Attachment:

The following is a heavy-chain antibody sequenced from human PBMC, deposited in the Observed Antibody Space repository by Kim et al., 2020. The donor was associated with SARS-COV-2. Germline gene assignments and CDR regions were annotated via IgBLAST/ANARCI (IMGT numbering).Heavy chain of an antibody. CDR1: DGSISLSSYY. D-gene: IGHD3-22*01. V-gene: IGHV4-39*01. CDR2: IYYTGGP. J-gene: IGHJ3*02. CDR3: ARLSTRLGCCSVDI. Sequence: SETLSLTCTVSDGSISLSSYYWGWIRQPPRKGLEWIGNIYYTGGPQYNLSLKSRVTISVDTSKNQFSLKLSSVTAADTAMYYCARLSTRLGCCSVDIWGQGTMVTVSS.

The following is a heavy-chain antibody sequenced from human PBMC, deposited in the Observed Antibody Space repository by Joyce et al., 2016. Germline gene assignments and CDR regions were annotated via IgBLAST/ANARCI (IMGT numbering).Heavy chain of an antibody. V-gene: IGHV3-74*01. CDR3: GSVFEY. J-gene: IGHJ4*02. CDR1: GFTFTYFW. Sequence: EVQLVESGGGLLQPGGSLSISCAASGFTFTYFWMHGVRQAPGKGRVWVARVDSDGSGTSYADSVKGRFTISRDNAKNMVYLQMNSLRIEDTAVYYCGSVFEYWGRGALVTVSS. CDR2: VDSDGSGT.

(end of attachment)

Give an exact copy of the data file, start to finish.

The following is a heavy-chain antibody sequenced from human PBMC, deposited in the Observed Antibody Space repository by Kim et al., 2020. The donor was associated with SARS-COV-2. Germline gene assignments and CDR regions were annotated via IgBLAST/ANARCI (IMGT numbering).Heavy chain of an antibody. CDR1: DGSISLSSYY. D-gene: IGHD3-22*01. V-gene: IGHV4-39*01. CDR2: IYYTGGP. J-gene: IGHJ3*02. CDR3: ARLSTRLGCCSVDI. Sequence: SETLSLTCTVSDGSISLSSYYWGWIRQPPRKGLEWIGNIYYTGGPQYNLSLKSRVTISVDTSKNQFSLKLSSVTAADTAMYYCARLSTRLGCCSVDIWGQGTMVTVSS.

The following is a heavy-chain antibody sequenced from human PBMC, deposited in the Observed Antibody Space repository by Joyce et al., 2016. Germline gene assignments and CDR regions were annotated via IgBLAST/ANARCI (IMGT numbering).Heavy chain of an antibody. V-gene: IGHV3-74*01. CDR3: GSVFEY. J-gene: IGHJ4*02. CDR1: GFTFTYFW. Sequence: EVQLVESGGGLLQPGGSLSISCAASGFTFTYFWMHGVRQAPGKGRVWVARVDSDGSGTSYADSVKGRFTISRDNAKNMVYLQMNSLRIEDTAVYYCGSVFEYWGRGALVTVSS. CDR2: VDSDGSGT.